R.J. Corman Railroad Co.’s Lexington Dinner Train will stop running at the end of the year, a company spokesman confirmed Friday.
Noel Rush, vice president of finance and administration for Corman, said the lease the company had with Lexington Center Corp. expires at the end of this month. Corman will tear down the structure that houses the locomotive.
“The lease that we have with Lexington Center was not successfully renegotiated,” Rush said. “The result is that the depot will be removed, and once you do that, it’s difficult to put people to board and come off the train.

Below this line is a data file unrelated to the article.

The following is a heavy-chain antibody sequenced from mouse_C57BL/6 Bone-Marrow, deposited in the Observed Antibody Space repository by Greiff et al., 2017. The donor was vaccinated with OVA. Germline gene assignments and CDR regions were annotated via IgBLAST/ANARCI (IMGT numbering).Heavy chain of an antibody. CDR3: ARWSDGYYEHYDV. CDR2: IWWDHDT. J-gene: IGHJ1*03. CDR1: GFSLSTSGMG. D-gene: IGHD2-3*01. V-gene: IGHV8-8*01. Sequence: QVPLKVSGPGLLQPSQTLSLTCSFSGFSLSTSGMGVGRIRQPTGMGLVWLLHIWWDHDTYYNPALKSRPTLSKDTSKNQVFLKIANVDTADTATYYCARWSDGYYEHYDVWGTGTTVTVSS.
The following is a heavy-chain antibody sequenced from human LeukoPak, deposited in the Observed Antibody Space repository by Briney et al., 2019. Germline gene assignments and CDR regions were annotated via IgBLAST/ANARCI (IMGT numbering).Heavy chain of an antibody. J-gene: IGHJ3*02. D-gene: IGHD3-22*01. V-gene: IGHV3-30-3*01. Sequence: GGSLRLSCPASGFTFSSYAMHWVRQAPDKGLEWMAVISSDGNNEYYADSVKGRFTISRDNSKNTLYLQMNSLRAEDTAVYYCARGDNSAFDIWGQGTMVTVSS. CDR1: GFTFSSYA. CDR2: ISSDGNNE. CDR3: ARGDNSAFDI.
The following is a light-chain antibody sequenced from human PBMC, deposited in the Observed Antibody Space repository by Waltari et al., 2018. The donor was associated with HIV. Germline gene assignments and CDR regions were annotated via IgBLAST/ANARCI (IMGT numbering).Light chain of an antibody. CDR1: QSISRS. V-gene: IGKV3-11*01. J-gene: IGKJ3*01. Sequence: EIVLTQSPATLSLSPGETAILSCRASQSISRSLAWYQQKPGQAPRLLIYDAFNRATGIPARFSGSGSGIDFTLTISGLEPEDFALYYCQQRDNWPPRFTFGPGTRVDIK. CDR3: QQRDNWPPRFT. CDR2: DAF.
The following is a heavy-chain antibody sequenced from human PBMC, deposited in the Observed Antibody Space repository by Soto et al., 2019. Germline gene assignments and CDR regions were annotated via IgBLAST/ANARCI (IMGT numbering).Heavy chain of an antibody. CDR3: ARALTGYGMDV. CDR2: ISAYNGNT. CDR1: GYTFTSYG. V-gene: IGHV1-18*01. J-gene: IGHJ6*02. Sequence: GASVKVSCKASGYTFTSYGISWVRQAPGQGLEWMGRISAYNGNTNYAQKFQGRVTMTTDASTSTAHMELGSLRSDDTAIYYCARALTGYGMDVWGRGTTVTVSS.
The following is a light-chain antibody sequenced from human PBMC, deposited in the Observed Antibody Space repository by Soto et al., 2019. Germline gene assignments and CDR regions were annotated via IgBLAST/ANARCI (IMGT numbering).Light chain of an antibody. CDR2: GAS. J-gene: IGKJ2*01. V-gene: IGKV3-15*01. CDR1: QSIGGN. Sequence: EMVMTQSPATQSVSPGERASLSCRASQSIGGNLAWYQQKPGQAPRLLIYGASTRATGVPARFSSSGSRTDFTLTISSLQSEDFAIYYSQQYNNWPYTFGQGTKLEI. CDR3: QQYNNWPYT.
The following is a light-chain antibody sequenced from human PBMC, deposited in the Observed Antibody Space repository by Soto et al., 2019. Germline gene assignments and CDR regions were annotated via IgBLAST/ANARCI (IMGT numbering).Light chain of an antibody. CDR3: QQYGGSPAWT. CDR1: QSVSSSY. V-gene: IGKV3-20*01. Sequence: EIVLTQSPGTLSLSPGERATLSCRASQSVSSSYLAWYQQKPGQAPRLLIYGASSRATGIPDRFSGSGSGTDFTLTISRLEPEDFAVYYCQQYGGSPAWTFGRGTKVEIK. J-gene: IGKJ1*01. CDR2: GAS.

“Without a lease there, we can’t run a train and have a place to protect you from weather,” Rush added.
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In 2014, as part of a court settlement, Corman agreed to remove within two years the glass-walled structure with red Churchill Downs-like spires that sits on Lexington Center property.
The dinner train made its first trip to Versailles on Aug. 14, 2013. R.J. “Rick” Corman, 58, the Jessamine County entrepreneur who started the railroad company, died nine days later of multiple myeloma, a type of cancer.